Kika Shibata, right, demonstrates the Japanese art of ikebana at Neiman Marcus with the help of her daughter June-na Shibata.

School takes ikebana
beyond simple flower

There's more to ikebana than pretty flowers, and the Sogetsu School, in particular, believes in ikebana with no limits, in which anything -- even people -- may be used as "material" to be displayed anywhere and in any circumstances.

Members of the Garden Club of Honolulu got a firsthand look at this phenomenon during the group's breakfast event "CreaTables," at Neiman Marcus Wednesday morning -- ikebana as performance art, if you will.

Building her arrangements in a form of live theater, Kika Shibata, deputy director of the Sogetsu San Jose South Bay Branch, wielded wire and clippers in dazzling the plant enthusiasts with her expertise, working quickly with fresh flowers, plus material she had gathered a few days earlier on hikes, during arboretum explorations and from club members' back yards.

"That's where you get to see the local plants," said Shibata, who heads home for California today. "I like to challenge myself; I don't want anyone to say, 'Oh, she can do that because she's got beautiful things to work with.' "

Her displays included twigs, branches covered with mold, and leaves in various states of decay, appreciated for their texture and curl. Some of her arrangements towered 8 to 10 feet, more than double her height, at 5 feet.

The works will be on display -- some as part of table settings enhanced by china, crystal and silverware -- at NM through the week, or as long as the plant materials hold up.

One of the revelations to her audience was the placement of branches, upside down. "It gives a more exciting line, like calligraphy," she said.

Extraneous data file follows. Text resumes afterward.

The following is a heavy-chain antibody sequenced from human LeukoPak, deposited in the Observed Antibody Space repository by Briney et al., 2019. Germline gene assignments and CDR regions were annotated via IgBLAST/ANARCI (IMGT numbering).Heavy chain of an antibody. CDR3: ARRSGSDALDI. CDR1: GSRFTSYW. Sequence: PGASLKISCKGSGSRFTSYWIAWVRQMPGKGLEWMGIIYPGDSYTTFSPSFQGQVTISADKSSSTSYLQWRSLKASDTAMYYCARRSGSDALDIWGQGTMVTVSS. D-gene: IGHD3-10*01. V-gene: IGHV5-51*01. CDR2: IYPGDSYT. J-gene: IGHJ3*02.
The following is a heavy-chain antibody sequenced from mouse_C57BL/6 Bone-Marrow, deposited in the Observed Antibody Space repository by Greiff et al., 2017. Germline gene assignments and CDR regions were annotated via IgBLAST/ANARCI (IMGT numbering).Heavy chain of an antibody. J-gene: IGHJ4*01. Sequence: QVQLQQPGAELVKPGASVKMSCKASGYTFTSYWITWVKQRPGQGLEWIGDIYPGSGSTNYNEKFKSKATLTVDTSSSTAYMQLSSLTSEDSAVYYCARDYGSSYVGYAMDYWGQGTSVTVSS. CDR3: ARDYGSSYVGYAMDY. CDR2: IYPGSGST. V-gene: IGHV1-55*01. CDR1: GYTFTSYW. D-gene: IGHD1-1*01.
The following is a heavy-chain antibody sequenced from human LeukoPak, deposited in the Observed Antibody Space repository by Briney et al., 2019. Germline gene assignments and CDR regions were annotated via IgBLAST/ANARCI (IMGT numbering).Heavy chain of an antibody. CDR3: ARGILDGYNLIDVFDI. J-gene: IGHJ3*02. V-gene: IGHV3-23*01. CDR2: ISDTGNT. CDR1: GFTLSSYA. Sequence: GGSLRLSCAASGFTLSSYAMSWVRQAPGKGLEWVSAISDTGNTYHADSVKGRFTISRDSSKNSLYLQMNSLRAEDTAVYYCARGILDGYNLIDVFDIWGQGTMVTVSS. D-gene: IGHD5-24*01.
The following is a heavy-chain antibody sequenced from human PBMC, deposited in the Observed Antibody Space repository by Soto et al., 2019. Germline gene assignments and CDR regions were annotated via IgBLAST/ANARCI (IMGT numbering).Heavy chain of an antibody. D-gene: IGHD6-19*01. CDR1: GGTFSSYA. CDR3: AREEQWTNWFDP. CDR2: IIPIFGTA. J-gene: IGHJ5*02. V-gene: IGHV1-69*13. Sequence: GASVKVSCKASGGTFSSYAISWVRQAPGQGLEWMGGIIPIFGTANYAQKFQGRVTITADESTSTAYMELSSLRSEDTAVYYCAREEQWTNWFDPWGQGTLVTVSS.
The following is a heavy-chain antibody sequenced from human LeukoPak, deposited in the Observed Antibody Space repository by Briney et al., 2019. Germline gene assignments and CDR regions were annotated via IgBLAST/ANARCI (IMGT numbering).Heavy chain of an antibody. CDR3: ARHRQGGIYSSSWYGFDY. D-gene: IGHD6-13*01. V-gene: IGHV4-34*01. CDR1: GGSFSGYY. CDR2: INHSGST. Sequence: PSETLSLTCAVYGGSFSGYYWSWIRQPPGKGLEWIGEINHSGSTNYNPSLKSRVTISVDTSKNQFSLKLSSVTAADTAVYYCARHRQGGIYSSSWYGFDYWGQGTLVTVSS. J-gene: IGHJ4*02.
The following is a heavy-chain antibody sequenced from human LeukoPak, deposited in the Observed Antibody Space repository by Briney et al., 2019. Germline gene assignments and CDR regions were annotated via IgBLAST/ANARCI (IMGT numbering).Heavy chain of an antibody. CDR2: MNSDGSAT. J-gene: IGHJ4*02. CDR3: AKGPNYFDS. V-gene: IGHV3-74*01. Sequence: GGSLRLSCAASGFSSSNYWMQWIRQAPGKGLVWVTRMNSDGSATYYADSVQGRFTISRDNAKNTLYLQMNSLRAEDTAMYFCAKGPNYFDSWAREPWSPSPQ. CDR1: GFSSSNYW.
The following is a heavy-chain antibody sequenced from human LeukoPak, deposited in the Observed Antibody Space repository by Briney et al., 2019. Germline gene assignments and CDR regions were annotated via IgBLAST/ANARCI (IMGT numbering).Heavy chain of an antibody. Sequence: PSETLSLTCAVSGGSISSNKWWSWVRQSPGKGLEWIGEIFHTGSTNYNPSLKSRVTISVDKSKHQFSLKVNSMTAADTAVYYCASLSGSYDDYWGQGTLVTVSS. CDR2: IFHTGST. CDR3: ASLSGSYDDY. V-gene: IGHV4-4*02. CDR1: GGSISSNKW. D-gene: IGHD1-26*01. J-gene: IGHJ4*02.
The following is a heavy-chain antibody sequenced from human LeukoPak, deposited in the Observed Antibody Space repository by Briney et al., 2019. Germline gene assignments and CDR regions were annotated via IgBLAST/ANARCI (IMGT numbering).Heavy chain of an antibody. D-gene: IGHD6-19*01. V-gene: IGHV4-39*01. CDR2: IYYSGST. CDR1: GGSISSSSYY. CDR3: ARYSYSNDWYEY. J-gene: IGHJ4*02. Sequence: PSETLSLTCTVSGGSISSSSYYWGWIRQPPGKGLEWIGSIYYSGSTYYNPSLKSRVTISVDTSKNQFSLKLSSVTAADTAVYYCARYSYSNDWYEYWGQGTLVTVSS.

For her last demonstration, ikebana master Kika Shibata (far right) created an arrangement of people holding various stems and flowers. Among them were her daughter, June-na Shibata, left, Jeannine Espinda, Joyce Tomanari, Allison Holland, Joan Farrell, Jody Yu, and Anne Hagar.

Shibata hoped to deliver the message that anyone can create ikebana. "Everyone has the talent," she said. A good arrangement is a matter of studying one's materials.

"Even if it's a single flower, look at it carefully. If it's facing down, your arrangement will look unhappy. That's not the way a flower grows."

A side benefit of floral arranging, is that those who practice the art gain an appreciation for changing seasons. "As you drive or walk around your neighborhood, you see more things, how a palm leaves look different from week to week. You enjoy nature more."

The Sogetsu School of ikebana was established by late Iemoto Sofu Teshigahara (1900-1979) in 1927. Believing that the art -- traditionally of flower arrangement -- should be both enjoyable and creative, Sofu developed a philosophy rooted in Japanese tradition yet meeting the requirements of the age.

Recognizing man's ability to travel the globe, he sought to eliminate borders, incorporating customs, plants and materials from all over the world, making ikebana available to everyone, thus preserving its legacy.

For her finale, Shibata did no less than incorporate people into her work. Her assistants, clad in black, were composed and set with flowers and branches in their hands in the still life.

"I have to fall in love with my materials to work, and my helpers were so wonderful I loved them, so I said, 'OK, you're going to be part of my arrangement.' "

And like the ephemeral beauty of flowers themselves, her human tableau was intended to create but a small moment of joy and wonder, preserved now on film and digital medium, but also in the imaginations of witnesses to the event.

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